By KATE LARKIN
Kurt Glaeser has been head coach of the University of Mary Washington men’s lacrosse team for 24 seasons, and was head coach of women’s soccer from 1989 to 2007, but became a single sport coach in the 2008-09 season. Glaeser had a background playing lacrosse at the end of his high school career and throughout his college career.
He was captain of his team during his senior year at Western Maryland College and played as a midfielder and an attack. After college, he continued on to play for several club teams. Glaeser expects big things from the men’s lacrosse team this year and entrusts his hope in the young talent.
“I hope that the guys will continue to invest in the process of learning. We have a lot of energy and enthusiasm on the team, and a great team always starts with that,” Glaeser said. “I think that this year they will become smarter and more composed players. But, a smart and composed player with no energy or drive isn’t going to win games. We have to start with the hard work and the energy and then the composure will follow.”
How did you feel about the end of last season?
“We were a strong defensive team, and to get to the semifinals for our conference and lose by one goal, just one goal away from competing in the conference championship, it was disappointing, but I couldn’t be too dissatisfied. Even if we lost that last game 7-6, I feel that we had a strong start to the season, but it’s hard to beat these big teams if you can only score 9 or 10 goals per game.”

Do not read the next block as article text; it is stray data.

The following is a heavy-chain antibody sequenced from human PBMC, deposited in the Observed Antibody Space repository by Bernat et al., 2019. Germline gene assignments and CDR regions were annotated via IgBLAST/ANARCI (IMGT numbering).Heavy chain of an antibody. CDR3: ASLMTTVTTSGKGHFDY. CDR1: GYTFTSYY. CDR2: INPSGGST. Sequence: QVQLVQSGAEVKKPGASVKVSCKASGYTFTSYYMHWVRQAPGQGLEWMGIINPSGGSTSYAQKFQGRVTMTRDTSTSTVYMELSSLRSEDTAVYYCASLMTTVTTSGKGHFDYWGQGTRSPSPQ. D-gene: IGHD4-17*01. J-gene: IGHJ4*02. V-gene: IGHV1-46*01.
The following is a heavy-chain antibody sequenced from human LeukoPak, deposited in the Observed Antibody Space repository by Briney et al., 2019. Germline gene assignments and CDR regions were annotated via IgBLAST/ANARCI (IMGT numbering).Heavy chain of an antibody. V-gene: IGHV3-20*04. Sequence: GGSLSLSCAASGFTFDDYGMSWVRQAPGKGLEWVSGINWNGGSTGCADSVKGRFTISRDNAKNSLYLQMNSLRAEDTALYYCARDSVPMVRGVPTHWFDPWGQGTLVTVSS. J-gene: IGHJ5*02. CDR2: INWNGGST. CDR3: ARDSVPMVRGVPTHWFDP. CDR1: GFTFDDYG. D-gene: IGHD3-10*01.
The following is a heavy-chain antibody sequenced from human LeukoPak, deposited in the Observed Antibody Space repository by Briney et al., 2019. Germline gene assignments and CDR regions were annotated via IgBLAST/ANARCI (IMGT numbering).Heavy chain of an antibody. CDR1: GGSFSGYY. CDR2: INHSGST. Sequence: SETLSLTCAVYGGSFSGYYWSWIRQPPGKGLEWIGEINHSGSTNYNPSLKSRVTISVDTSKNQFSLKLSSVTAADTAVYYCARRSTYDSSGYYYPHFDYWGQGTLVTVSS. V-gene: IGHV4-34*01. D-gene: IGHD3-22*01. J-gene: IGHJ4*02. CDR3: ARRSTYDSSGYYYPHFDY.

What do you expect differently out of this season?
“I think that we are a lot deeper at midfield and attack this season. We have a lot of young talent, and it’s going to take a bit of time for those guys to figure things out at a college level. I think by the end of the year, we will be a phenomenal team, but the guys have to be patient and invest in the process of learning and getting a little bit better each day.”
As you said, a lot of the talent on the team is young right now. Do you expect all of the new freshman to have a positive impact on the team?
“I absolutely do. I think with a little conditioning that great things can be expected of them this year, and especially years to come. There’s so many different factors to put in; the speed of thought, the speed of play, learning how to avoid playing mechanically, and how to be a point guard. Playing at the college level is a whole new game, and these factors take time to adjust to.”
You’ve been a coach here for a while now. What has kept you around for so long?
“I really like the Fredericksburg area. This job was insane my first 15 years here, I was a two sport head coach and I was teaching a number of classes. It’s gradually gotten less insane, but my gray hair was pretty much in place 15 years ago. Becoming a one sport head coach as opposed to a two sport head coach has helped keep the team more competitive. UMW admissions has also been very cooperative with the sports programs in doing what is necessary to keep us competitive.”
The team lost a good number of seniors last year, how do you plan to move on from that?